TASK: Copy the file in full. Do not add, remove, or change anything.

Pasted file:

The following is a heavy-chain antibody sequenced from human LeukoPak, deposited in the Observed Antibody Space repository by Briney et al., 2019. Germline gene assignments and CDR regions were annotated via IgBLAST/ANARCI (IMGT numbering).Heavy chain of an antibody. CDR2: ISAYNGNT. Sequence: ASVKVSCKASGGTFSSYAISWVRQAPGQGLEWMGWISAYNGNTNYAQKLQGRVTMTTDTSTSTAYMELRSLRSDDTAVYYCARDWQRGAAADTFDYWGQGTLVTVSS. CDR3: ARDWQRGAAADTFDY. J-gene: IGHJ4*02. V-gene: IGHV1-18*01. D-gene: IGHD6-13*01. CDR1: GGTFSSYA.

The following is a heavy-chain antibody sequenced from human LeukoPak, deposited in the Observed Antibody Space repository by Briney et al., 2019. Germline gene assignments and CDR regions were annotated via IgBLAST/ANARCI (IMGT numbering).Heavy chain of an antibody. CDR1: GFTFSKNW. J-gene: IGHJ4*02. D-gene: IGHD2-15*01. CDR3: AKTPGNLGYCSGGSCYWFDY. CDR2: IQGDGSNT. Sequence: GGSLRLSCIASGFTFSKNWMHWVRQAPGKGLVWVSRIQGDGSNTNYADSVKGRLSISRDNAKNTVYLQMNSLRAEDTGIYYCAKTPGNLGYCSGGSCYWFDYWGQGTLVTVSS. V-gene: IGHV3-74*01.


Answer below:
The following is a heavy-chain antibody sequenced from human LeukoPak, deposited in the Observed Antibody Space repository by Briney et al., 2019. Germline gene assignments and CDR regions were annotated via IgBLAST/ANARCI (IMGT numbering).Heavy chain of an antibody. CDR2: ISAYNGNT. Sequence: ASVKVSCKASGGTFSSYAISWVRQAPGQGLEWMGWISAYNGNTNYAQKLQGRVTMTTDTSTSTAYMELRSLRSDDTAVYYCARDWQRGAAADTFDYWGQGTLVTVSS. CDR3: ARDWQRGAAADTFDY. J-gene: IGHJ4*02. V-gene: IGHV1-18*01. D-gene: IGHD6-13*01. CDR1: GGTFSSYA.

The following is a heavy-chain antibody sequenced from human LeukoPak, deposited in the Observed Antibody Space repository by Briney et al., 2019. Germline gene assignments and CDR regions were annotated via IgBLAST/ANARCI (IMGT numbering).Heavy chain of an antibody. CDR1: GFTFSKNW. J-gene: IGHJ4*02. D-gene: IGHD2-15*01. CDR3: AKTPGNLGYCSGGSCYWFDY. CDR2: IQGDGSNT. Sequence: GGSLRLSCIASGFTFSKNWMHWVRQAPGKGLVWVSRIQGDGSNTNYADSVKGRLSISRDNAKNTVYLQMNSLRAEDTGIYYCAKTPGNLGYCSGGSCYWFDYWGQGTLVTVSS. V-gene: IGHV3-74*01.